New developments popping up in historically black parts of Lafayette are sparking concerns for the people who live there.
"Whenever an area gets redeveloped and has new investments in it, people become interested in it. And those who have the means, move in. And the tactics and strategies used, usually lead to those who actually live there, being pushed out," says Bishop John Milton, Esq.
In neighborhoods close to downtown known as 'The Block' and 'La Place' leaders say unpaid taxes, liens, need for repairs and foreclosure are all reasons people are losing their homes.
"We have people in my district that are losing homes that have been in their families for generations for factors that are sometimes beyond their control," says Councilman Glenn Lazard, Dictrict 5.
Once the owner is out and the property for sale, it can be purchased and developed, which could drive up the cost of nearby homes, making them, in many cases, inaccessible to the people who have long been living here.
The fear is if the properties in these neighborhoods are bought the long-standing history and culture will be lost.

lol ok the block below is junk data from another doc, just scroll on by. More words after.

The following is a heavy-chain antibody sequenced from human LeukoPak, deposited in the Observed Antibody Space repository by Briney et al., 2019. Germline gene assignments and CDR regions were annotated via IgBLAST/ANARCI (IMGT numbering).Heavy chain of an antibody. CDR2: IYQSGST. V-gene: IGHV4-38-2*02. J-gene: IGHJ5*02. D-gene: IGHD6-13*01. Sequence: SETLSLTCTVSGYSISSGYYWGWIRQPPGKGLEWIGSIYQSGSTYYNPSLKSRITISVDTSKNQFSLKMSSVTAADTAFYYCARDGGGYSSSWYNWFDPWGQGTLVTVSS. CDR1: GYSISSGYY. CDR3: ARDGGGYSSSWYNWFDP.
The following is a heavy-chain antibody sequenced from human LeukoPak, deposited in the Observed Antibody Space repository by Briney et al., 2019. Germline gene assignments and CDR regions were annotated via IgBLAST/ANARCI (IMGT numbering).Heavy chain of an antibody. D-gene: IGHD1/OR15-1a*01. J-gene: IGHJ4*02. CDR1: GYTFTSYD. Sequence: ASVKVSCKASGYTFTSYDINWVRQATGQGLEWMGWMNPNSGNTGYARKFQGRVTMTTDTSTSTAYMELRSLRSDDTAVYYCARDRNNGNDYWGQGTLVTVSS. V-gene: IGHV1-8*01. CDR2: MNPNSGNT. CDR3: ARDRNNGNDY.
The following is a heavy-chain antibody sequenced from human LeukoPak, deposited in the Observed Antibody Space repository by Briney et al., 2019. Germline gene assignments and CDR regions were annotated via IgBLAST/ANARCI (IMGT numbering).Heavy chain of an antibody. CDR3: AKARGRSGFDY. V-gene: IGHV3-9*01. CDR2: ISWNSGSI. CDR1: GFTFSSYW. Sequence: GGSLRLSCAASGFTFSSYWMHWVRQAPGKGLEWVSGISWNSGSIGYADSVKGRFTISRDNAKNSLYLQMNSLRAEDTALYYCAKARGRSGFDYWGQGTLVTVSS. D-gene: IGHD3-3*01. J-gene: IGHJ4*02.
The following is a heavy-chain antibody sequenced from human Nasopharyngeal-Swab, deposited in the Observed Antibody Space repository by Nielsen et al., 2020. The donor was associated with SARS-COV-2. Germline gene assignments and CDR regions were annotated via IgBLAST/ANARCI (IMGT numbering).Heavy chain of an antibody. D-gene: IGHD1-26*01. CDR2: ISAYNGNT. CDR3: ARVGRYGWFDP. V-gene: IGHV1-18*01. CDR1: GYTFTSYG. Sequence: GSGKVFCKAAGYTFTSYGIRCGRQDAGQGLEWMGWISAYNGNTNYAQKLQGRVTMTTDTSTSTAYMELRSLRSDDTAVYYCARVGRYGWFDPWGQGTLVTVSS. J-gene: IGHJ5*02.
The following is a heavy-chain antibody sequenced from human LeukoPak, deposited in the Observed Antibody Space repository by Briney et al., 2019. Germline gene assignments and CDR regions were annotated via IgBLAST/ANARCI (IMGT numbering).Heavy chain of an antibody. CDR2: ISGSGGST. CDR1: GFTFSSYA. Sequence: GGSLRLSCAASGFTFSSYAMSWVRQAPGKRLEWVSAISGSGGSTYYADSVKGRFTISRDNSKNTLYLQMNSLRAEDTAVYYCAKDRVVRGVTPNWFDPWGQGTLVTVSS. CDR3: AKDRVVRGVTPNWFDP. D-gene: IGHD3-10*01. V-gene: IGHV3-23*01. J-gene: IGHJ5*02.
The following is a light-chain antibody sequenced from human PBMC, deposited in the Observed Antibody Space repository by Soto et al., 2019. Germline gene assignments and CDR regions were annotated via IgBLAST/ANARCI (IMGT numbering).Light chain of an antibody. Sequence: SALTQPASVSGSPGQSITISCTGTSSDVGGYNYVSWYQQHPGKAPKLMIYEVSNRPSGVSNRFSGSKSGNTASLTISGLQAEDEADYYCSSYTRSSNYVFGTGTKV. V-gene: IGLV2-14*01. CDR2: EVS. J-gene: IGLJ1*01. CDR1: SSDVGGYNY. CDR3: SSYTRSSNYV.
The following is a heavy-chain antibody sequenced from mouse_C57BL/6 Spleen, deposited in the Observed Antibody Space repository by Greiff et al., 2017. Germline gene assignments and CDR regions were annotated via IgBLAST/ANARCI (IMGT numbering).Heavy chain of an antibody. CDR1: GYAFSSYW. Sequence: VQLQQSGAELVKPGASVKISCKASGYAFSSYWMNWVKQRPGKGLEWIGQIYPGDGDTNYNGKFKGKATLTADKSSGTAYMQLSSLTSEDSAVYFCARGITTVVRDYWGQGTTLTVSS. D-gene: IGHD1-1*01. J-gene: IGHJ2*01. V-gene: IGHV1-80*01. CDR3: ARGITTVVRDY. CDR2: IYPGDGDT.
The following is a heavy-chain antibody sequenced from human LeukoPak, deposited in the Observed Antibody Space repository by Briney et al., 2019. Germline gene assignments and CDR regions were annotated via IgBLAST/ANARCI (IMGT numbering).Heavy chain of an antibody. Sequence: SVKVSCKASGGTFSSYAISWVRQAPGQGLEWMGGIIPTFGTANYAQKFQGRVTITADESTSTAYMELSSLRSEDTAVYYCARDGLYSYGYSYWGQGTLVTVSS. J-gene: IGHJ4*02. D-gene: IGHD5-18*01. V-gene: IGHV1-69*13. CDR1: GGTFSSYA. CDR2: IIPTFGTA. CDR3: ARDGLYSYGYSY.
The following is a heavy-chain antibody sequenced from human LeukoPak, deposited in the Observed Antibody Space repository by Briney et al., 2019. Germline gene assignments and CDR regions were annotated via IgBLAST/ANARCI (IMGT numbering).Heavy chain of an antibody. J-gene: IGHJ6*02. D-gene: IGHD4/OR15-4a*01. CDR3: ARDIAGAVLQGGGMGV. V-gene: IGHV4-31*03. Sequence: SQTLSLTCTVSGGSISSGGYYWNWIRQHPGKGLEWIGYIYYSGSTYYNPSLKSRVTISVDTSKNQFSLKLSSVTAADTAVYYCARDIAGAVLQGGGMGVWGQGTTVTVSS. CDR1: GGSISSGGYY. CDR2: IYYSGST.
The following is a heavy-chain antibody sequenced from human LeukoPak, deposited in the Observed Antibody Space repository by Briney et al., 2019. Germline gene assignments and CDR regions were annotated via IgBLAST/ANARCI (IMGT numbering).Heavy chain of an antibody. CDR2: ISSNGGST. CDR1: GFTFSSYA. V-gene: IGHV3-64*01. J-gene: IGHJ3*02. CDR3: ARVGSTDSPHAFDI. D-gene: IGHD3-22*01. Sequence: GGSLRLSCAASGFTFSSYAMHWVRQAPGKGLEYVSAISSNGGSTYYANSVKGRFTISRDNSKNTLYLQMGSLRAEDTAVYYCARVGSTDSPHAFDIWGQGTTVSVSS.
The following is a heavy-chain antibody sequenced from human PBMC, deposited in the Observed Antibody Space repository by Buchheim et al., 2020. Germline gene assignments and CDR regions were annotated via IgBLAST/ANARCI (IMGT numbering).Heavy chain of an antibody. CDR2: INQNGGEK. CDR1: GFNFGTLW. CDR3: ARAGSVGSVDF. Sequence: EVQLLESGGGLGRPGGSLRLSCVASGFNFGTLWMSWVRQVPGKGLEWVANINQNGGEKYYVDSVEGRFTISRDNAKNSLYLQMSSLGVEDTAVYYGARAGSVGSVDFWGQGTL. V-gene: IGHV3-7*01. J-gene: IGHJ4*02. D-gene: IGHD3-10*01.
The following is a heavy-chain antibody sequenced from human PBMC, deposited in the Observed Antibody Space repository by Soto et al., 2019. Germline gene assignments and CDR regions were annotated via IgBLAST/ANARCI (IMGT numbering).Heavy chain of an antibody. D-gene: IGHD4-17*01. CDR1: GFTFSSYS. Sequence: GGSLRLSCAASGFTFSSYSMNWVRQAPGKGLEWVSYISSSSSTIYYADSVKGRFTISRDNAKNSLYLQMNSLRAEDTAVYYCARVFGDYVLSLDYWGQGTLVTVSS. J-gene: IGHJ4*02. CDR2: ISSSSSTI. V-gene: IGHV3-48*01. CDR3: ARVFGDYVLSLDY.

"It is very crucial to me that we do everything in our powers to not only help people remain in their homes but help people to acquire their own homes," says Lazard.
"Sometimes people are in a state of hopelessness. They don't know what they can do about it. They don't have the money, they don't have the credit, but they don't know that the alternatives are out there," says Milton.
Saturday at the Domingue Center, local leaders will have answers to some of these questions and actions neighbors can take to maintain their homes.
The event is Saturday, May 1, from 9:00 am to noon.
Anyone who lives in an affected neighborhood who is looking to sell property, worried about foreclosure, or stands to inherit a home nearby is invited to attend. Government resources, churches, and housing development organizations will be available to offer assistance.